Phosphene perceptions and safety of chronic visual cortex stimulation in a blind subject

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  • 1 Department of Bioengineering, University of California, Los Angeles;
  • 3 Departments of Ophthalmology and
  • 4 Neurosurgery, David Geffen School of Medicine, University of California, Los Angeles; and
  • 2 Second Sight Medical Products Inc., Sylmar, California
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Stimulation of primary visual cortices has the potential to restore some degree of vision to blind individuals. Developing safe and reliable visual cortical prostheses requires assessment of the long-term stability, feasibility, and safety of generating stimulation-evoked perceptions.

A NeuroPace responsive neurostimulation system was implanted in a blind individual with an 8-year history of bare light perception, and stimulation-evoked phosphenes were evaluated over 19 months (41 test sessions). Electrical stimulation was delivered via two four-contact subdural electrode strips implanted over the right medial occipital cortex. Current and charge thresholds for eliciting visual perception (phosphenes) were measured, as were the shape, size, location, and intensity of the phosphenes. Adverse events were also assessed.

Stimulation of all contacts resulted in phosphene perception. Phosphenes appeared completely or partially in the left hemifield. Stimulation of the electrodes below the calcarine sulcus elicited phosphenes in the superior hemifield and vice versa. Changing the stimulation parameters of frequency, pulse width, and burst duration affected current thresholds for eliciting phosphenes, and increasing the amplitude or frequency of stimulation resulted in brighter perceptions. While stimulation thresholds decreased between an average of 5% and 12% after 19 months, spatial mapping of phosphenes remained consistent over time. Although no serious adverse events were observed, the subject experienced mild headaches and dizziness in three instances, symptoms that did not persist for more than a few hours and for which no clinical intervention was required.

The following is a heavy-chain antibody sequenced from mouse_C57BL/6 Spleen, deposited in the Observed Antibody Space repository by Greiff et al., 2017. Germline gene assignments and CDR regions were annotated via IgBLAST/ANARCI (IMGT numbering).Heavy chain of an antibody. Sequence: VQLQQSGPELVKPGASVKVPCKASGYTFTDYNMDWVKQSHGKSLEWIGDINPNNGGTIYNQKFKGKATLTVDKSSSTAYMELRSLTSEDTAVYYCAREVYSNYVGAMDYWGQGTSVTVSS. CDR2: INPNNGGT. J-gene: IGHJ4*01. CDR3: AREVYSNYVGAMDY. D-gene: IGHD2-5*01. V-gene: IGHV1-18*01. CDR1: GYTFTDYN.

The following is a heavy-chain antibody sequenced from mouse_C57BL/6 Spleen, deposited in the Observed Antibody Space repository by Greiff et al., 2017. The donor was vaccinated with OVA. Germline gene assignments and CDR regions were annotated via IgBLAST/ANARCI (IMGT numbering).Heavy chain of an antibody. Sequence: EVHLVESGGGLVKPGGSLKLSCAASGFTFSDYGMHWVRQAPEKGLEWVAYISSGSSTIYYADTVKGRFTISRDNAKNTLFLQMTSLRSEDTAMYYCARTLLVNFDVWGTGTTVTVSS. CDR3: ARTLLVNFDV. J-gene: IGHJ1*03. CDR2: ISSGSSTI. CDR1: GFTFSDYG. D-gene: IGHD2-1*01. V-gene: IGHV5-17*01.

Using an off-the-shelf neurostimulator, the authors were able to reliably generate phosphenes in different areas of the visual field over 19 months with no serious adverse events, providing preliminary proof of feasibility and safety to proceed with visual epicortical prosthetic clinical trials. Moreover, they systematically explored the relationship between stimulation parameters and phosphene thresholds and discovered the direct relation of perception thresholds based on primary visual cortex (V1) neuronal population excitation thresholds.

ABBREVIATIONS ECoG = electrocorticographic; FOV = field of view; PW = pulse width; RNS = responsive neurostimulation system; V1 = primary visual cortex.

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Contributor Notes

Correspondence Nader Pouratian, University of California, Los Angeles, CA. npouratian@mednet.ucla.edu.

INCLUDE WHEN CITING Published online May 31, 2019; DOI: 10.3171/2019.3.JNS182774.

Disclosures Dr. Patel has ownership in and works for Second Sight Medical Products Inc. Dr. Dorn works for, owns stock in, and holds a patent with Second Sight Medical Products Inc. Dr. Greenberg works for and owns stock in Second Sight Medical Products Inc. Dr. Pouratian is a consultant for Second Sight Medical Products Inc. This work was supported by an industry grant from Second Sight Medical Products Inc., which covered the cost of the device, the surgical implant, and personnel.

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